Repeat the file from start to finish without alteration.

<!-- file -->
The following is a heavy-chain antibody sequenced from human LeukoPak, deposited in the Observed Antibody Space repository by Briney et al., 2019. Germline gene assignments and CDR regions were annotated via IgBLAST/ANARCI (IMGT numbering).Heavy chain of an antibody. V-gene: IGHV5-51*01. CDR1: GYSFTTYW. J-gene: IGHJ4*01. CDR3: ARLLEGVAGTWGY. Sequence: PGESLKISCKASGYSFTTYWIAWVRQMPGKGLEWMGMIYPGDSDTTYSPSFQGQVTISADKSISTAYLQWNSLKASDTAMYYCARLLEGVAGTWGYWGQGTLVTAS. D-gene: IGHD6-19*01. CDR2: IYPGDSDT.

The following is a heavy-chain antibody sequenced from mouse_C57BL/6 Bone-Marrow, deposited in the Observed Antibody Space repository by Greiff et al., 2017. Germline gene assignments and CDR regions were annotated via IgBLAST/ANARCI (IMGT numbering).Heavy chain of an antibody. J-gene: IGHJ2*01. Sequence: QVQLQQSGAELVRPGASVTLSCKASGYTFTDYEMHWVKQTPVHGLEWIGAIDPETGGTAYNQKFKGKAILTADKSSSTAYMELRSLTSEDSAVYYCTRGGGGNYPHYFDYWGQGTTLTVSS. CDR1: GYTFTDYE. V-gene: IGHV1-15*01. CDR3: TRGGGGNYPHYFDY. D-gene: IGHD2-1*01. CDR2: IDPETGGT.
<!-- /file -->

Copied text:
The following is a heavy-chain antibody sequenced from human LeukoPak, deposited in the Observed Antibody Space repository by Briney et al., 2019. Germline gene assignments and CDR regions were annotated via IgBLAST/ANARCI (IMGT numbering).Heavy chain of an antibody. V-gene: IGHV5-51*01. CDR1: GYSFTTYW. J-gene: IGHJ4*01. CDR3: ARLLEGVAGTWGY. Sequence: PGESLKISCKASGYSFTTYWIAWVRQMPGKGLEWMGMIYPGDSDTTYSPSFQGQVTISADKSISTAYLQWNSLKASDTAMYYCARLLEGVAGTWGYWGQGTLVTAS. D-gene: IGHD6-19*01. CDR2: IYPGDSDT.

The following is a heavy-chain antibody sequenced from mouse_C57BL/6 Bone-Marrow, deposited in the Observed Antibody Space repository by Greiff et al., 2017. Germline gene assignments and CDR regions were annotated via IgBLAST/ANARCI (IMGT numbering).Heavy chain of an antibody. J-gene: IGHJ2*01. Sequence: QVQLQQSGAELVRPGASVTLSCKASGYTFTDYEMHWVKQTPVHGLEWIGAIDPETGGTAYNQKFKGKAILTADKSSSTAYMELRSLTSEDSAVYYCTRGGGGNYPHYFDYWGQGTTLTVSS. CDR1: GYTFTDYE. V-gene: IGHV1-15*01. CDR3: TRGGGGNYPHYFDY. D-gene: IGHD2-1*01. CDR2: IDPETGGT.